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Common understandings of women’s mental illness in Ghana

We hope you enjoy our short summary of a research paper published by Dr Angela Ofori-Atta and colleagues in 2010.  We hope you find it useful.

There is worldwide evidence that women have higher rates of depression and stress related illnesses than men. This is also the case in Ghana. Dr Ofori- Atta conducted research exploring the beliefs local people have about why this was the case.  She found out that the participants thought women suffered more from depression and anxiety related illnesses because:

a. They thought women are naturally weaker than men and were less capable of solving their own problems. They also thought it could be because women internalise all their problems and have emotional disturbances as a consequence of their monthly menstrual periods or menopause.

b. The participants thought that women who were involved in witchcraft could bring mental illness upon themselves or other people in the community and as most witches were thought to be women there is the higher likelihood of mental illness among the female gender.

c. Being a female could predispose a woman to domestic and sexual abuse. It could also mean that if she does not have a personal source of income then she is dependent on the same man who is abusing her for food, clothing and shelter and is trapped in the relationship.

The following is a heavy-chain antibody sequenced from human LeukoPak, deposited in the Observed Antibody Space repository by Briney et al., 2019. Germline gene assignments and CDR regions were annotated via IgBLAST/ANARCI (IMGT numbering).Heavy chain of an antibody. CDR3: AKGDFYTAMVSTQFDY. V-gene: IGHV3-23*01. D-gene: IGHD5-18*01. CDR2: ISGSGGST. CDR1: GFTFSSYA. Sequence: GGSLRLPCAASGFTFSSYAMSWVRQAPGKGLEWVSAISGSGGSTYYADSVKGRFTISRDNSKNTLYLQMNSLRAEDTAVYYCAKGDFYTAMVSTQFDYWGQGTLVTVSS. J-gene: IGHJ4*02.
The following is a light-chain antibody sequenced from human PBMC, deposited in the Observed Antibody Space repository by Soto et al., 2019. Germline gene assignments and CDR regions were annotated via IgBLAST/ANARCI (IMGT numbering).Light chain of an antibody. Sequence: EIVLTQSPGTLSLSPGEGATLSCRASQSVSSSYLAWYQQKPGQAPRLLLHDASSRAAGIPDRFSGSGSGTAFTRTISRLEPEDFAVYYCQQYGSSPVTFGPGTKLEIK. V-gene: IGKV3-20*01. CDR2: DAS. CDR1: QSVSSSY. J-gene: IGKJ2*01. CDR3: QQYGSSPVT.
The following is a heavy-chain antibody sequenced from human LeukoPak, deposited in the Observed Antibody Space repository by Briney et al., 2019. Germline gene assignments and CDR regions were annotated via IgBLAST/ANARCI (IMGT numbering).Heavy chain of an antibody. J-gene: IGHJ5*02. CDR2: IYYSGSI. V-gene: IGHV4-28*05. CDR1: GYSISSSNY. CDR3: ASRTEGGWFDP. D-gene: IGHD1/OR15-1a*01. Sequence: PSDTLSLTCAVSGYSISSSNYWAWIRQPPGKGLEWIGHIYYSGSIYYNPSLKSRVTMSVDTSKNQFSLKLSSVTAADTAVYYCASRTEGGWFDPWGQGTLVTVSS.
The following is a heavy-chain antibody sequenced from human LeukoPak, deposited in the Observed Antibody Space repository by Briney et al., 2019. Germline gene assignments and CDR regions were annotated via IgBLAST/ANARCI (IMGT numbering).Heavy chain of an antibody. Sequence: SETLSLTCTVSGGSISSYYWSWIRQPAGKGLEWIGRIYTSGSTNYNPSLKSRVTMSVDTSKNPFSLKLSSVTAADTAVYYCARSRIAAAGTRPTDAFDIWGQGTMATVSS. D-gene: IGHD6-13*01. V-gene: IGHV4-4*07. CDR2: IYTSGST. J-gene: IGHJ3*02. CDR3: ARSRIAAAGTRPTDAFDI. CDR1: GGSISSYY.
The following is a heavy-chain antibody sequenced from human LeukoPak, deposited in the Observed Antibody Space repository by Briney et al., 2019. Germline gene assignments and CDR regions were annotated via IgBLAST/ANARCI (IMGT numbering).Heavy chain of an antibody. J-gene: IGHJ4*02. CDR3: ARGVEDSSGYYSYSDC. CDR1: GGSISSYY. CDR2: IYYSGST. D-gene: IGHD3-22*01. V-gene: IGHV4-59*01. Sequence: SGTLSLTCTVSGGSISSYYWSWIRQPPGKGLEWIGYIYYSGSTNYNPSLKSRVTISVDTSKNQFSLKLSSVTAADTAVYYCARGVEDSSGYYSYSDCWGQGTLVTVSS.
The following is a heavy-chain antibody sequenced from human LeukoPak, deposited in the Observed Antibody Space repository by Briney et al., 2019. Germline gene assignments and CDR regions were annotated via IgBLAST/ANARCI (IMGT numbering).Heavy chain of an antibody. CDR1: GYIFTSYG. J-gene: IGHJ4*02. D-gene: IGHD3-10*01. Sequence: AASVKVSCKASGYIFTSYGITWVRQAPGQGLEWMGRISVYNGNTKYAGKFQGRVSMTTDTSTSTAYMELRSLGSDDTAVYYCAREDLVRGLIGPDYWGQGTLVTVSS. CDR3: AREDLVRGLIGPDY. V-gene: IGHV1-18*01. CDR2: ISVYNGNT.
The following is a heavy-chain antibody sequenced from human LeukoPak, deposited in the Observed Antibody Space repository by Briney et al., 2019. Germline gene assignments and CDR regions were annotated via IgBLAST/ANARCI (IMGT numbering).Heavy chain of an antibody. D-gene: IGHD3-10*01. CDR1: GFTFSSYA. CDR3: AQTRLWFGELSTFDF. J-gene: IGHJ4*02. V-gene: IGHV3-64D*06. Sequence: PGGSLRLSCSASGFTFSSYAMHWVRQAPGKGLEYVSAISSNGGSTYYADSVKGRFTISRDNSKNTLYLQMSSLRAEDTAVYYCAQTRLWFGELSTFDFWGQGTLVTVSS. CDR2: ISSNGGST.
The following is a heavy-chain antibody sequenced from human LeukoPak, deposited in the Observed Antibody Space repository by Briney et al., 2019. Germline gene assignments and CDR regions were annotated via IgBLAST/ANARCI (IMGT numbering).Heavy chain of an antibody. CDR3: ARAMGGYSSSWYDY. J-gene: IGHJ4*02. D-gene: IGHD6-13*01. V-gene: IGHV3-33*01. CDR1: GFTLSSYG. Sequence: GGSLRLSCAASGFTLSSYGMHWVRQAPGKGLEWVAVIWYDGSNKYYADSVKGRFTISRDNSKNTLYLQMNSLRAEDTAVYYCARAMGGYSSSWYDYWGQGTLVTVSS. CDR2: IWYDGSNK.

A woman married to a polygamist or unfaithful husband is also thought to be at an increased risk of mental illness due to the insecurities this will cause.

We suggest it is therefore important that all mental health workers are aware of these factors which could trigger and maintain mental illness in women. It may be that we have to proactively screen for the factors suggested in (c) and perhaps reflect on our own beliefs about (a) and (b) which are not held worldwide. It is also worth thinking about why people in Ghana hold these beliefs.

It may be helpful to be aware that a woman who has been accused of been a witch will be filled with a sense of shame and would be less inclined to disclose this. Her family will also appear unsupportive for the same reasons.

This article was published in the International Review of Psychiatry in December 2010 and is free online via any search engine (i.e. Google). It can also be accessed by clicking on

The full article reference is; Ofori-Atta, A., et al (2010). Common understandings of women’s mental illness in Ghana: results from a qualitative study. International Review of Psychiatry, 22(6): 589–598